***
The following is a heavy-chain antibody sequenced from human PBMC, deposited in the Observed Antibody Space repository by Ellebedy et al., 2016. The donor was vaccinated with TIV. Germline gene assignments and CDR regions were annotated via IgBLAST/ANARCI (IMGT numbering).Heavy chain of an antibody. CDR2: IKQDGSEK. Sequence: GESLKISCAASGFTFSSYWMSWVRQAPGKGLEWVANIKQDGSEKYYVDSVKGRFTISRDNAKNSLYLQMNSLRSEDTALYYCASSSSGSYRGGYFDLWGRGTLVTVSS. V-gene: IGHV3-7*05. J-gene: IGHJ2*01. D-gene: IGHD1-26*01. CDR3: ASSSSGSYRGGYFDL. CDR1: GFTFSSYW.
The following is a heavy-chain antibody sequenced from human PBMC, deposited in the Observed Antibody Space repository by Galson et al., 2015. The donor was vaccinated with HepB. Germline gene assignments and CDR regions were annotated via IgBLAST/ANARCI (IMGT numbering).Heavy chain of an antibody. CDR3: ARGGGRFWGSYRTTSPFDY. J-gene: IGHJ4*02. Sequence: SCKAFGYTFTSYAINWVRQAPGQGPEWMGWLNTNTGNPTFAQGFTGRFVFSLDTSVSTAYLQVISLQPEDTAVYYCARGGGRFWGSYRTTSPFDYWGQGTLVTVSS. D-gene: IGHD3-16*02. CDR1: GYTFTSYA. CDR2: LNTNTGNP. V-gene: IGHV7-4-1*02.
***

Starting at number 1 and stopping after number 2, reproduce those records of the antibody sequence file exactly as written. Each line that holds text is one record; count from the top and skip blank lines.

The following is a heavy-chain antibody sequenced from human PBMC, deposited in the Observed Antibody Space repository by Ellebedy et al., 2016. The donor was vaccinated with TIV. Germline gene assignments and CDR regions were annotated via IgBLAST/ANARCI (IMGT numbering).Heavy chain of an antibody. CDR2: IKQDGSEK. Sequence: GESLKISCAASGFTFSSYWMSWVRQAPGKGLEWVANIKQDGSEKYYVDSVKGRFTISRDNAKNSLYLQMNSLRSEDTALYYCASSSSGSYRGGYFDLWGRGTLVTVSS. V-gene: IGHV3-7*05. J-gene: IGHJ2*01. D-gene: IGHD1-26*01. CDR3: ASSSSGSYRGGYFDL. CDR1: GFTFSSYW.
The following is a heavy-chain antibody sequenced from human PBMC, deposited in the Observed Antibody Space repository by Galson et al., 2015. The donor was vaccinated with HepB. Germline gene assignments and CDR regions were annotated via IgBLAST/ANARCI (IMGT numbering).Heavy chain of an antibody. CDR3: ARGGGRFWGSYRTTSPFDY. J-gene: IGHJ4*02. Sequence: SCKAFGYTFTSYAINWVRQAPGQGPEWMGWLNTNTGNPTFAQGFTGRFVFSLDTSVSTAYLQVISLQPEDTAVYYCARGGGRFWGSYRTTSPFDYWGQGTLVTVSS. D-gene: IGHD3-16*02. CDR1: GYTFTSYA. CDR2: LNTNTGNP. V-gene: IGHV7-4-1*02.